The Slatest

Should Democrats Have Compromised and Voted for the Republican Gun-Control Bills?

Democratic Sens. Dianne Feinstein, Chris Murphy, and Charles Schumer at the Capitol on Monday.

Alex Wong/Getty Images

On Monday, four gun-control bills failed in the Senate. Senate Democrats treated the results of the vote as an unconscionable failure by the chamber’s Republican majority to keep guns out of the hands of terrorists.

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This critique is a logical one when it comes to the failure of the two robust bills backed by Democrats—California Sen. Dianne Feinstein’s proposal to prevent sales to individuals on terror watch lists and Connecticut Sen. Chris Murphy’s universal-background-check proposal. But there were also two gun-control bills proposed by Republicans brought to a vote: Iowa Sen. Chuck Grassley’s plan to bolster background-check funding and Texas Sen. John Cornyn’s plan to create a three-day waiting period for watch-list gun buyers during which the Justice Department would be able to ask a judge to stop the sale. Both of those failed because Democrats wouldn’t vote for them.

Now, it’s indisputable that the Republican proposals would have done less to restrict gun sales than the Democratic proposals would have done. Republicans also knew ahead of time that Democrats wouldn’t vote for the bills; putting them forward was an act of political theater. But if keeping guns out of the hands of criminals is the moral imperative that many Democrats describe it as, don’t they have an obligation to pass the Republican bills? Isn’t a politically opportunistic half-measure better than nothing at all?

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I ran this line of reasoning by a contact at Everytown for Gun Safety, the Michael Bloomberg–backed advocacy group. The organization sent back some documents outlining the substantive reasons to oppose the Grassley and Cornyn bills. Here’s the gist:

  • Grassley’s bill, in addition to ostensibly strengthening the National Criminal Instant Background Check System, would also tweak the laws regarding gun sales to individuals who have been involuntarily committed to psychiatric institutions and veterans who have been deemed incompetent to manage their own affairs. Everytown says Grassley’s proposal to allow involuntarily committed patients to buy guns as soon as their commitment orders have expired is dangerous. (Some critics believe the existing legal processes by which gun rights are restored to the involuntarily committed are already too weak; Grassley would eliminate those processes.) The group also says there are better existing proposals to deal with the veteran-competency issue.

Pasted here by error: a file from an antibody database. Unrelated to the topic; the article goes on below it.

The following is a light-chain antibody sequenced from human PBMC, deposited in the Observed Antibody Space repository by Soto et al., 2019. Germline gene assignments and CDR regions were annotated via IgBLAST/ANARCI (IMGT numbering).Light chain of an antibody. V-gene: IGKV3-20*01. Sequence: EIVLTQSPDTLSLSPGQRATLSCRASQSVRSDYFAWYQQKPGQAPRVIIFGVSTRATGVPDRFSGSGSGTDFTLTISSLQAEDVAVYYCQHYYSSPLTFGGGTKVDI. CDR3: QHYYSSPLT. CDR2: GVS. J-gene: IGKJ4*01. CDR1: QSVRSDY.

• Cornyn’s bill would require the government to prove within three days that a terror suspect “has committed, conspired to commit, attempted to commit, or will commit an act of terrorism,” a standard that amounts to proving in three days that someone has already committed or is imminently ready to commit a crime.

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Everytown’s position, then, is that the Grassley bill would be actively dangerous and the Cornyn bill wouldn’t do anything at all. Given that—and given that the Coalition to Stop Gun Violence and the Brady Campaign took similar stances—the Dem caucus’s unwillingness to support the bills does not seem to conflict on a policy level with its position that gun control is a moral imperative.

The next big question, meanwhile, is whether Everytown and other gun-control advocates will get behind Republican Maine Sen. Susan Collins’ new terror-list compromise bill, which is backed by a bipartisan group and is similar to Dianne Feinstein’s proposal but would involve a narrower pool of suspects to whom sales were restricted. Stay tuned.

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